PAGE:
America is the greatest nation in the history of the world. Or so the lessons of countless middle school classrooms have convinced billions of people everywhere. At the root of the culture wars’ debates of the last forty years is this core argument. Is the United States exceptional among all human accomplishments, or is it just another tyrant – another empire – limiting the ways people can find peace, prosperity, and stability in their lives? From the conception of Manifest Destiny through the current global War on Terrorism, every major American engagement with the world and its people derives from these disparate perceptions of liberty and representative government. Sadly, these debates nearly always rely on the records and perspectives of the winning political coalitions. It is time to take a different look at the narrative timeline.
The Revolutionary War was fundamentally a debate about the control of property, dressed up in the philosophy of liberty. Should a divine sovereign dictate individual wealth, or should large property holders organize representative legislatures in their interests? George Washington, Thomas Jefferson, John Adams, and Benjamin Franklin prevailed on the field of battle, constructed a temporary federation of states, and ultimately crafted the core of the U.S. Constitution that still guides legal debates today. Less famous, or losing, voices like Pennsylvania’s William Allen, New Jersey’s Colonel Tye, and New York’s David Matthews sided with the principles of negotiation, compromise, and abolition as the most stable foundation for prosperity and growth. These Loyalists either died or fled the newly independent United States after 1781. Yet many of their ideas survived in the philosophy of Federalism as the economic foundation for American liberty. Jefferson’s election in 1800 turned the Congress and Presidency away from these ideas for more than half a century, but the Supreme Court’s preservation of economic Federalism was the foundation of the Republican Party in 1854.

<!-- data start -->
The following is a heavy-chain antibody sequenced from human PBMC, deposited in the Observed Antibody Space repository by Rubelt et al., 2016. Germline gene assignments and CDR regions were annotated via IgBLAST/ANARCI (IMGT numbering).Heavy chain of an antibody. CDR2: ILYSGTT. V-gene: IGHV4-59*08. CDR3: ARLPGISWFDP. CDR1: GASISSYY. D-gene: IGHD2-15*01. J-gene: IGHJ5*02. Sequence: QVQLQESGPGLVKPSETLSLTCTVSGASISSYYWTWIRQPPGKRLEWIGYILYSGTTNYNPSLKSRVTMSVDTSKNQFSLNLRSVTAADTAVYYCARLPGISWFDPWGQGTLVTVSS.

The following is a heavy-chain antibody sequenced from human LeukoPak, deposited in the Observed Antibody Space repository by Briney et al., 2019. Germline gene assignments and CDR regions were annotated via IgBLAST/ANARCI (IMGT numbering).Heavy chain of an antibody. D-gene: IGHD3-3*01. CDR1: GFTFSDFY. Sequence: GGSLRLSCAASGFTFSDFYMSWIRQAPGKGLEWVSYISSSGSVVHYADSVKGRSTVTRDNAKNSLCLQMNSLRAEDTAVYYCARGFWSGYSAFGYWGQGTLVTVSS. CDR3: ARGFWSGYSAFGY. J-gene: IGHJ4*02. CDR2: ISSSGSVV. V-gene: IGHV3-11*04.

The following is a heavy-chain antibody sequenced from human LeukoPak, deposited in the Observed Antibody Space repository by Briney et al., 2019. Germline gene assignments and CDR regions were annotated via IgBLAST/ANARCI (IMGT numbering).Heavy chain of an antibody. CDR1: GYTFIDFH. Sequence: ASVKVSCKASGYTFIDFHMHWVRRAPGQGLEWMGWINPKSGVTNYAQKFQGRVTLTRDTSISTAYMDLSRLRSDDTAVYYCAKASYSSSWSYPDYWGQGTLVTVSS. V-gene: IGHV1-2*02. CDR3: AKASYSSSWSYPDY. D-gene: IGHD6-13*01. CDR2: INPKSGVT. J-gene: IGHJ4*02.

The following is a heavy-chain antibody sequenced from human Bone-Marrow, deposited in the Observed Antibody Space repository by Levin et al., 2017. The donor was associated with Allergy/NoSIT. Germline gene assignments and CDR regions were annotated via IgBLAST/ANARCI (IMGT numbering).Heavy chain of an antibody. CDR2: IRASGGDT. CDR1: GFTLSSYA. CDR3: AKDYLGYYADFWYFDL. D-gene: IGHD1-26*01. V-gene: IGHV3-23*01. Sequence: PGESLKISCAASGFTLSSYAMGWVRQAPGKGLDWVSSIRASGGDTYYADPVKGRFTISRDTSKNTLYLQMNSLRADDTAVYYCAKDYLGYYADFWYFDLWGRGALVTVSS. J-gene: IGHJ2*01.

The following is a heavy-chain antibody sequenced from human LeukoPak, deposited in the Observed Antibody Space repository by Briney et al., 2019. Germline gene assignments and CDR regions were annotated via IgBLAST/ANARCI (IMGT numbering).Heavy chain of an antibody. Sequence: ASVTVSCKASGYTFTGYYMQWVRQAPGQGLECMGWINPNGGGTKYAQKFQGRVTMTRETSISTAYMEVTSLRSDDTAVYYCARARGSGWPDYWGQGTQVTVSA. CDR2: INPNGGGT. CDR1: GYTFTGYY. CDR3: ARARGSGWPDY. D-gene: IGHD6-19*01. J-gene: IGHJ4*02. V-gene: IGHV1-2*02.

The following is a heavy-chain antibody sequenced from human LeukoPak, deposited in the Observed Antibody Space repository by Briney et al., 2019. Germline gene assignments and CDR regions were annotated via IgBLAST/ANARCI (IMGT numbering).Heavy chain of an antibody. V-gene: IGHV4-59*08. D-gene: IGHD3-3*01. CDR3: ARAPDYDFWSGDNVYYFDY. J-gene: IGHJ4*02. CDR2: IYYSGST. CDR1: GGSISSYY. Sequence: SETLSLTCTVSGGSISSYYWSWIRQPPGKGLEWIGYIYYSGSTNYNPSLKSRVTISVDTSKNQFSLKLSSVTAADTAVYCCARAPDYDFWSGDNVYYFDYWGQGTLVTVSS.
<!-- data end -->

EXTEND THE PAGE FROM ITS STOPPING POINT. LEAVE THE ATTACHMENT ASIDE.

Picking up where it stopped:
The sudden ascendance of the Republicans came at the direct expense of the anti-Federalist, Democratic Party that protected Jefferson’s legacy. Between 1864 and 1877, the losing Democrats were roundly condemned as traitors for instigating the Civil War. Even over the forty years that followed, the core Jeffersonian idea of a republic of small landholders, dependent on enslaving Africans, retained the stench of treason. Only with the election of Woodrow Wilson did some fundamental, national compromise take hold.
The reintroduction of the Democratic Party to national power marginalized the Republicans for more than 50 years. At the base of the nation’s rejection of Republican elitism was the failure to mobilize government to minimize the damage of the Great Depression. Where Democrats like Stephen Douglas and Andrew Johnson earned the scorn of the American public in the nineteenth century, losers like Herbert Hoover and Warren Harding remained albatrosses around the neck of the Republicans for most of the twentieth century. The irony of the Democrats adopting the aggressive use of the federal government (betraying its founding principles for many) fractured Franklin Roosevelt’s New Deal coalition and created an unthinkable political reality – a Republican Party based in the southern United States by 1968.
The geographic reorientation of the Republican Party created tensions between traditional Jeffersonians in the South and wealthy establishment bankers in the Northeast, but the contentious coalition persevered long enough to thoroughly undermine the emerging liberal coalition in American cities between 1981 and 2009. The rise of Ronald Reagan and Rudolph Giuliani came with the explicit losses of Shirley Chisholm and Ralph Nader. The American public shunned the ability of government to resolve longstanding, divisive, social and economic conflicts around gender, class, sexuality, and race. In the vacuum created by the constriction of government services, global conglomerates provided unparalleled low-cost consumer entertainment through cable television and the Internet.
Over the last year, leaders and innovators across every sector of education have noted the ebbs and flows of political fashion. Now is the time to take this accumulated knowledge from both the winners and the losers. It is time to build a range of inclusive institutions that reconcile these traditions for the good of every family and community. Norristown is an ideal place to start.
Dr. Walter Greason is available on LinkedIn, Twitter (@worldprofessor1/@icmgrowth), Facebook, and by email (firstname.lastname@example.org).